I am writing in response to the article printed on Dec. 8, 2009, about how "Steve May turned his life around for a better tomorrow."
I am from Price, and I was sitting here in my prison cell in Draper, as I read this article. I was deeply touched by the turn around that this man has made in his life.
I have been incarcerated in the Utah State Prison for a little over two years now, and I am scheduled to be released in Nov. 2010. Drugs have controlled my life and taken everything from me, including my children. I have battled methamphetamine addiction for over 10 years, and I am really hoping for something better in my life.
I was sentenced to prison in November of 2007, and coming here has truly saved my life. Sure, there are a lot of bad things about being in prison, but I am more free here than what I ever have been "out there" in many years. I am free from active addiction and needing substances to function. I like my new found freedom and want to build on that to a better future for myself.
I was a slave to the drugs, and I have done many things that I deeply regret. I want to sincerely apologize to those whom I have offended in anyway what so ever, during my crime spree.
The officers working at Carbon County jail would see me coming, and say "not her again." I put the jailers through a lot during my numerous trips in and out of jail. I have several felony convictions that follow me around like a dark cloud. I wonder if there is another chance for someone like me who has made so many mistakes: I am 36 years old, and I want to turn my life around more than anything.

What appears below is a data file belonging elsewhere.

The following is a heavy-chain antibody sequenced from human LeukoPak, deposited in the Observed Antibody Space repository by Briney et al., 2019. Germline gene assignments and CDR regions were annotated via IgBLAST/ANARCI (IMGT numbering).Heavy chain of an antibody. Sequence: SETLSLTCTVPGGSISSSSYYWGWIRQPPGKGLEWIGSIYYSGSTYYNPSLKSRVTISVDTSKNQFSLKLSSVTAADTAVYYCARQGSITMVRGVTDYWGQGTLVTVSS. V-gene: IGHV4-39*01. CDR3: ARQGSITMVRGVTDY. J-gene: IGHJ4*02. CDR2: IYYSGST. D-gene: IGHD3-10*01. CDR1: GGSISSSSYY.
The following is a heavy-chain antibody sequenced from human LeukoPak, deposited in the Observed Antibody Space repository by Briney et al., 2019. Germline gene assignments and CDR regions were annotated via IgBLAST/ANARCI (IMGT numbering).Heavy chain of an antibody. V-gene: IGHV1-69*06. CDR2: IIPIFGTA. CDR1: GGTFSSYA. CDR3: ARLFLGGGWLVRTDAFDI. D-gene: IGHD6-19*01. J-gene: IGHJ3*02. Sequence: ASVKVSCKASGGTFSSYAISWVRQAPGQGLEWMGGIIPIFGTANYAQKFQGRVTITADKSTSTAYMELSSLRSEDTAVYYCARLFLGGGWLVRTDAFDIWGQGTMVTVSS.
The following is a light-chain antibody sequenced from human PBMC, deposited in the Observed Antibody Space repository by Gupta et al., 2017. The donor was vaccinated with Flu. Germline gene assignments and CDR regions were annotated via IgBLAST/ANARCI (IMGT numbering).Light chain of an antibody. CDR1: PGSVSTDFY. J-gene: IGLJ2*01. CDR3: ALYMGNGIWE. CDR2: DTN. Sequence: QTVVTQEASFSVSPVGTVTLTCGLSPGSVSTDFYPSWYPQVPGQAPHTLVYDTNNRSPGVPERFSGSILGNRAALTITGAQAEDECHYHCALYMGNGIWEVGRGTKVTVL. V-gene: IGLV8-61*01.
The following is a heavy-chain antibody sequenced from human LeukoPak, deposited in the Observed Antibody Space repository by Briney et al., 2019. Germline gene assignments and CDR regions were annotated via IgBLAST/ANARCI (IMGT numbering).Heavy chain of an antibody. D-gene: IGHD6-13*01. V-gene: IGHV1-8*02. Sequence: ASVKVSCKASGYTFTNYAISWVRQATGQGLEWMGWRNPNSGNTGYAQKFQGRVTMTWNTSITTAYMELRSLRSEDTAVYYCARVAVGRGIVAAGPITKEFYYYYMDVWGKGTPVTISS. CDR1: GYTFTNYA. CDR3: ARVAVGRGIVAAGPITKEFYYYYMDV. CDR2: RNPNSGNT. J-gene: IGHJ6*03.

I feel better than I have in years, and I do not want to let this change slip away. I am glad to see that Steve admits in his story that "He wakes up everyday and has to make a decision not to use." I do not think that the thoughts of using ever leaves an addicts mind. I guess it is how we deal with those thoughts that count, which leads me to the question, "Are there any support groups for adults that will help with successful re-entry back into the community after a lengthy incarceration?"
The parole board has terminated me, which means I will leave here without the supervision of parole. What I do with my chance to have a "better tomorrow" is all up to me. I do not care to ever see the faces of those whom I have used with. I know that keeping those kinds of associations will only bring you down and I truly hope that I will be able to find support that will help my transition back into society.
I hope that one day I too, will have a success story like Mr. Steve Mays.
Way to go Steve!